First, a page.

The Idaho Legislature passed a revised child support bill Monday after Gov. Butch Otter hauled lawmakers back to the Statehouse for a one-day special legislative session to address compliance issues.
The 37-page bill cleared the House 49-21 late Monday afternoon. It cleared the Senate 33-2 just after 7 p.m.
The Senate adjourned the special session moments after their final vote; the House shut it down shortly before 6:30 p.m.
Lawmakers devoted 11 straight hours to the special session without breaking for lunch or dinner.
On Tuesday, Otter praised lawmakers for passing the bill.
“Today is, I might say, one of comfort, comfort that we can go ahead with assurances to protect the most vulnerable in our society, to promote personal responsibility and securing information and the privacy of the citizens of Idaho,” Otter told reporters during a 25-minute news conference.
As expected, Otter signed the bill into law Tuesday afternoon.
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New Plymouth Republican Rep. Ryan Kerby, the superintendent of his local school district, supported the bill Monday after he was one of nine House Republicans who voted to table it April 10 during the final hours of the regular legislative session. Three other GOP House members did likewise — Rep. Janet Trujillo, of Idaho Falls and Reps. Thomas Dayley and Lynn Luker of Boise.
In the Senate, only Sen. Sheryl Nuxoll, R-Cottonwood, changed her vote. She voted for it in March, but voted against it Monday.
Kerby said he voted to table the bill last month in hopes lawmakers could change the legislation or receive a variance from the federal government.
Kerby said he held concerns about due process rights and data collection, but these were addressed in changes made to the bill approved Monday.
Almost immediately after the first bill failed on April 10, its supporters and Idaho Department of Health and Welfare Director Dick Armstrong said the move could jeopardize the state’s ability to collect about $200 million a year in child support payments and approximately $46 million in federal funding.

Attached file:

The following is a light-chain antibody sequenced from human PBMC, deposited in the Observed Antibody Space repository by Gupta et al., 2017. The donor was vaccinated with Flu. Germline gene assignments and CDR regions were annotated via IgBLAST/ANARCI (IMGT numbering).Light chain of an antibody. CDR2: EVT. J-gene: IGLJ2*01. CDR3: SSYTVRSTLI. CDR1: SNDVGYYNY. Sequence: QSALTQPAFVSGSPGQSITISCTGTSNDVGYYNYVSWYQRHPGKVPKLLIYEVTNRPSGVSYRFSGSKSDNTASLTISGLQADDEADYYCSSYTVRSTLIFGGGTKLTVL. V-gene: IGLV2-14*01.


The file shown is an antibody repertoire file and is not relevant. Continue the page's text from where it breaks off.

Kerby took issue with how Health and Welfare and the media handled the issue.
“In no way, shape or form was I ever voting against child support,” Kerby said. “I would never make the poor, defenseless kids lose their money for food and clothing. I’m a superintendent of schools. I’ve been in education 42 years, I’m not going to do that to kids.
“I think I’ve been consistent the whole time,” he continued. “I wanted some amendments to address our issues and I would be happily voting for it. Now, here we are, and we have our amendments and I happily voted for it.”
On March 20, the Senate voted 34-0 to pass the first version of the bill.
A House-Senate committee devoted nearly five hours to public testimony and questions Monday, before handing the bill over to the House Judiciary and Rules Committee. The bill cleared the committee after voting down several procedural moves seeking to amend it.
Public testimony was split among the 36 people who testified, with Sen. Patti Anne Lodge, R-Huston, calling speakers forward on an alternating pro-con basis.
On April 29, Otter called a special session of the Legislature (or extraordinary session, in legislative lingo), essentially seeking a do-over on the child support bill. He said this was the only way to rectify the issue.
“I wasn’t going to call a special session if we weren’t going to get anything done,” Otter said at the time. “There is no alternative.”
Otter was the only one with the authority to call a special session, and his proclamation called for the child support system to be the only item on the agenda.
Otter released a draft of the new bill on May 4.
Members of Republican leadership issued early statements through Otter’s office signaling they believed they had the necessary votes to pass the new bill.
On Tuesday, House Speaker Scott Bedke, R-Oakley, Senate President Pro Tem Brent Hill, R-Rexburg, Senate Majority Leader Bart Davis, R-Idaho Falls, Lodge, Rep. Rich Wills, R-Glens Ferry and Sen. Grant Burgoyne, D-Boise, joined Otter during his press conference.
House Majority Leader Mike Moyle, R-Star, did not attend the briefing after debating passionately against the bill Monday.
Hill said lawmakers did the right thing by vetting their concerns and then, ultimately, passing the bill.
“We did not compromise our state sovereignty, we did not neglect due process… we did not breach confidentiality, we did not abandon our beloved Constitution, at either the state level or the federal level,” Hill said.
Burgoyne also praised lawmakers and Otter, saying that preserving compliance with a child support treaty was not a partisan issue.
“Democracy works from my perspective,” Burgoyne said. “I commend the governor for calling the special session and getting this important work done.”